More than 500 pedestrians lost their lives while trying to cross the roads in Bengaluru, an analysis of road accidents from 2017 to 2020 shows.
As per the crash data analysed by World Resources Institute (WRI), India, a research organisation, there were a total of 907 pedestrian fatalities during the four years, of which 60% were killed while crossing the roads.
Experts cite the lack of pedestrian infrastructure, especially safer crossings, on most roads as the primary reason for the increase in the number of pedestrian deaths. Instead of constructing foot overbridges, there should be safe at-grade crossings, they say.
WRI collated first information reports (FRIs) and inspected some of the places where the accidents occurred. The highest number of pedestrian fatalities (185) was reported among senior citizens (60-plus) followed by those aged between 46 and 60 years (128).
The analysis also shows that 88% of pedestrian fatalities occurred at road crossings, which is due to speeding vehicles.
Some of the accident hotspots included Majestic terminal, KR Market, Outer Ring Road, Bellary Road and Hosur Road. Around 28% of fatalities occurred after sunset, between 7 pm and 10 pm.
Priyanka Sulkhlan, Manager, Sustainable Cities and Transport at WRI India, said pedestrian crossings are the key connectors in a city. “They help in promoting sustainable mobility and safety for all road users. Pedestrians also prefer the shortest and most comfortable route while crossing the road,” she said.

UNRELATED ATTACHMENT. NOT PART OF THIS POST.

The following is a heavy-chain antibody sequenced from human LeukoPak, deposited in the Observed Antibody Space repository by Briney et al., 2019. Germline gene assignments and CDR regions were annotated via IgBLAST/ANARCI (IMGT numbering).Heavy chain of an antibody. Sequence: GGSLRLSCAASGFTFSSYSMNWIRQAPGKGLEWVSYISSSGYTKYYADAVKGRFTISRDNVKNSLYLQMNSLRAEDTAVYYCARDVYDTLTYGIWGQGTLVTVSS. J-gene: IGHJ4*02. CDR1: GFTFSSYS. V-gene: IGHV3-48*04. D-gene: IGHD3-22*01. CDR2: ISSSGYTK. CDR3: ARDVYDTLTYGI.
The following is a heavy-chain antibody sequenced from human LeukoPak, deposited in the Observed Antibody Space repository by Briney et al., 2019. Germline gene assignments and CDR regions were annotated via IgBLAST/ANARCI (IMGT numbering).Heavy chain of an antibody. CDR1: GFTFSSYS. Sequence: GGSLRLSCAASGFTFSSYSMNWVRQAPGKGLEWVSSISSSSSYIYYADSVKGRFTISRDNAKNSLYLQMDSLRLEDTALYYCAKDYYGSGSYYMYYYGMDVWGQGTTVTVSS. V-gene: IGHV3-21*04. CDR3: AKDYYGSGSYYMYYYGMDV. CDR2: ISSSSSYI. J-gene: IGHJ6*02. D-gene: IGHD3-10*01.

The researcher also stressed that constructing more foot overbridges and underpasses only leads to haphazard crossings and multiple conflict points. “This is why safe at-grade crossings need to be prioritised and pedestrian infrastructure should be the focus to save lives and improve traffic efficiency,” she said.
The BBMP has been increasingly focusing on constructing skywalks even on three-lane and four-lane roads instead of at-grade safe crossings. A majority of skywalks, except the ones on the Outer Ring Road, remain unused as pedestrians prefer taking the shortest route to cross the roads.
Road accidents claimed 2,739 lives in Bengaluru between 2017 and 2020, of which 907 were pedestrians
2017: 169 pedestrians killed
2020 (lockdown year): 58
81% (740) deaths recorded in crashes at junctions
Senior citizens vulnerable: 32% of total pedestrian deaths were of those aged above 60